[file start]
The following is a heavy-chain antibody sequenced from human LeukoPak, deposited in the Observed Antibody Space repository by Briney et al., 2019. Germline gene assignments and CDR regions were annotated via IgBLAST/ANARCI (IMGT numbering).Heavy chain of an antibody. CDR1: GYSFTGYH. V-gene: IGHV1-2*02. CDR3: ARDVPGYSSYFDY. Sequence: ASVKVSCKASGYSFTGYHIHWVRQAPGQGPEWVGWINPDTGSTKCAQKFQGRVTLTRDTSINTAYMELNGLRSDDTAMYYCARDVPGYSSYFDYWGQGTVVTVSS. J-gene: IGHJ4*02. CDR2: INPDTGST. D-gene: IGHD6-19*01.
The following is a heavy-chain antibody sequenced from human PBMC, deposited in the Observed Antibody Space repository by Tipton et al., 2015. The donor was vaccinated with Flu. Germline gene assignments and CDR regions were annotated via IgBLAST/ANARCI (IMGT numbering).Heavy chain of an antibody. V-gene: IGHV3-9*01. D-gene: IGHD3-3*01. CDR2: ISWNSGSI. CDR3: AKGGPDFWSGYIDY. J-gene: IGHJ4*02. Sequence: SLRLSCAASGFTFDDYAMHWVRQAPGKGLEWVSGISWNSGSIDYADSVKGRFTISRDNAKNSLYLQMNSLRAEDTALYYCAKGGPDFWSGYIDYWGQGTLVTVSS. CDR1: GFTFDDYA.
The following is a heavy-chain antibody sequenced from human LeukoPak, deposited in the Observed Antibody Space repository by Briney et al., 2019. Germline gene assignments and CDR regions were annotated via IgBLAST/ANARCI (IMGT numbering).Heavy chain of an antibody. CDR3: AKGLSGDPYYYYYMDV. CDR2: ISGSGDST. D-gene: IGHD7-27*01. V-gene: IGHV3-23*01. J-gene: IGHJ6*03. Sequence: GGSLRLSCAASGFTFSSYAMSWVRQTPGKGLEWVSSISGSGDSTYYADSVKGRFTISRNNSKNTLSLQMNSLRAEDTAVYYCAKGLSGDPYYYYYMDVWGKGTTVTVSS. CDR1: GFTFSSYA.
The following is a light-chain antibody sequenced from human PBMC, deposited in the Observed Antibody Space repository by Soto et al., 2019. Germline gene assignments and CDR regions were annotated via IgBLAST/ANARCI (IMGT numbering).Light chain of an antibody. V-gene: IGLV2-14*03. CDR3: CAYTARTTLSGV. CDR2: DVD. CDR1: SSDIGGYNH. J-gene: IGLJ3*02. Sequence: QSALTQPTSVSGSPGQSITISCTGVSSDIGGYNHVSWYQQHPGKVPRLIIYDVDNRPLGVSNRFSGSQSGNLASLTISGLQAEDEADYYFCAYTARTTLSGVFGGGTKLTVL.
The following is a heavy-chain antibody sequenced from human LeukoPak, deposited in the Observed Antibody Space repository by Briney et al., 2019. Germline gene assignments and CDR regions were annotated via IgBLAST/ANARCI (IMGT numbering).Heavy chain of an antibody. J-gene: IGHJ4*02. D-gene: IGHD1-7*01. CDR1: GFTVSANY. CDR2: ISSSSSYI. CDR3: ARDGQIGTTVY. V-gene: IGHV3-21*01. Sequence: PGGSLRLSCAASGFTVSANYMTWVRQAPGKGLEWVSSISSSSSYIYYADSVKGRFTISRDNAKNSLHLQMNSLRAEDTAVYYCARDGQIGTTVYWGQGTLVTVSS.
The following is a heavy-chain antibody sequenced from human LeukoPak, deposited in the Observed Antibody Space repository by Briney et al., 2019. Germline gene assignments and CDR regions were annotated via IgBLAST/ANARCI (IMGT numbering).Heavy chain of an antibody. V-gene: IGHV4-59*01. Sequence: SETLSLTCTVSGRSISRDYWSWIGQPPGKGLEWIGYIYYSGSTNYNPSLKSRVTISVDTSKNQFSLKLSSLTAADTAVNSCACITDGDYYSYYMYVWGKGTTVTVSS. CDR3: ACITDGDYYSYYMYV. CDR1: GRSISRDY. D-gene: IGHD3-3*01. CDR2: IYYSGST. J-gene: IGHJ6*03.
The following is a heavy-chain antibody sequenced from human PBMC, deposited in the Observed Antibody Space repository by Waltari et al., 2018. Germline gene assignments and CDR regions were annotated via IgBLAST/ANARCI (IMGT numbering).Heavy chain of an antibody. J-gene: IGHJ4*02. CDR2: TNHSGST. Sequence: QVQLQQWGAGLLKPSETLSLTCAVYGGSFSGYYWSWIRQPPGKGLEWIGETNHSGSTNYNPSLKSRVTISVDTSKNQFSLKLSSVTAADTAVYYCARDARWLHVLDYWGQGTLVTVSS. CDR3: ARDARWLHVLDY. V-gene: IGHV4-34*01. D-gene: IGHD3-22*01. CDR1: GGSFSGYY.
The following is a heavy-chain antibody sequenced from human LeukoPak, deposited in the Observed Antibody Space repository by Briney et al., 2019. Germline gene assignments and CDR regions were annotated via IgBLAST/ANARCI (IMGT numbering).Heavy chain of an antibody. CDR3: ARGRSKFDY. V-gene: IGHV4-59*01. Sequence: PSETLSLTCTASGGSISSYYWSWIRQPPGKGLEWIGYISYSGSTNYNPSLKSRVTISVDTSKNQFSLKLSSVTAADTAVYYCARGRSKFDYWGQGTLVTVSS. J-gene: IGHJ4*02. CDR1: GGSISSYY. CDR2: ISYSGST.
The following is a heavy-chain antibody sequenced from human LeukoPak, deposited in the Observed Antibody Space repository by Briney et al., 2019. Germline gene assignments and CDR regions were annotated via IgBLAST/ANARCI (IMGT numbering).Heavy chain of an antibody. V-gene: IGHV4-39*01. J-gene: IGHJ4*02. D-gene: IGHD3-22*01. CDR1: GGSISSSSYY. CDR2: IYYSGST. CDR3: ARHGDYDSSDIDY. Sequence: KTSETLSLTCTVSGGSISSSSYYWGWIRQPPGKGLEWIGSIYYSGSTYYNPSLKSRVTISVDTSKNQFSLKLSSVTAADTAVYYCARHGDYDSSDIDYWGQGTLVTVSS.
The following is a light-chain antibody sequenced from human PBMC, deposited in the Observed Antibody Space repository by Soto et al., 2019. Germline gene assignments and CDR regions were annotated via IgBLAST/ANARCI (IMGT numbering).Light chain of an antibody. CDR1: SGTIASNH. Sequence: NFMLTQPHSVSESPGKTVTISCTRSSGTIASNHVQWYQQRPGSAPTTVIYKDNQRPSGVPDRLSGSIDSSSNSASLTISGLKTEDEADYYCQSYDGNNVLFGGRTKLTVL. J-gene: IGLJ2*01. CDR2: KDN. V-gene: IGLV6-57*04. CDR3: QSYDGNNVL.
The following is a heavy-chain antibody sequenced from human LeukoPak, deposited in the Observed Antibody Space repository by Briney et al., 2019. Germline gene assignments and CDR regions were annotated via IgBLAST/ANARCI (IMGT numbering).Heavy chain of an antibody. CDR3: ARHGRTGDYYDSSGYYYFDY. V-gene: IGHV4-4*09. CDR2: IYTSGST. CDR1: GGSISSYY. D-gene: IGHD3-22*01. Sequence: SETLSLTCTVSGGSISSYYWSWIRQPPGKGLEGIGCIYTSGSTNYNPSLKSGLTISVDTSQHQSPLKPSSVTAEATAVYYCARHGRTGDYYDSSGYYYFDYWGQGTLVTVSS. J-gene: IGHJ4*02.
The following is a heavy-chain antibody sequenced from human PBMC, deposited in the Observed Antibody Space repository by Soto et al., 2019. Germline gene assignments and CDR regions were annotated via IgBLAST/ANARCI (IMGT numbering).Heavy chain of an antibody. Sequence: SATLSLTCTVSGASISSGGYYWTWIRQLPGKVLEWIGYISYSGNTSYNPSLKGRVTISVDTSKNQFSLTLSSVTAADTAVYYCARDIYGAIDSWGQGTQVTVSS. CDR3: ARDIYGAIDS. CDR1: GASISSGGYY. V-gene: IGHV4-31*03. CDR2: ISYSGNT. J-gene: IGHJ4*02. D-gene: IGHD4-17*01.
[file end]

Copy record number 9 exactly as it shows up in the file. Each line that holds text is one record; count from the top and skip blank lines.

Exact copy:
The following is a heavy-chain antibody sequenced from human LeukoPak, deposited in the Observed Antibody Space repository by Briney et al., 2019. Germline gene assignments and CDR regions were annotated via IgBLAST/ANARCI (IMGT numbering).Heavy chain of an antibody. V-gene: IGHV4-39*01. J-gene: IGHJ4*02. D-gene: IGHD3-22*01. CDR1: GGSISSSSYY. CDR2: IYYSGST. CDR3: ARHGDYDSSDIDY. Sequence: KTSETLSLTCTVSGGSISSSSYYWGWIRQPPGKGLEWIGSIYYSGSTYYNPSLKSRVTISVDTSKNQFSLKLSSVTAADTAVYYCARHGDYDSSDIDYWGQGTLVTVSS.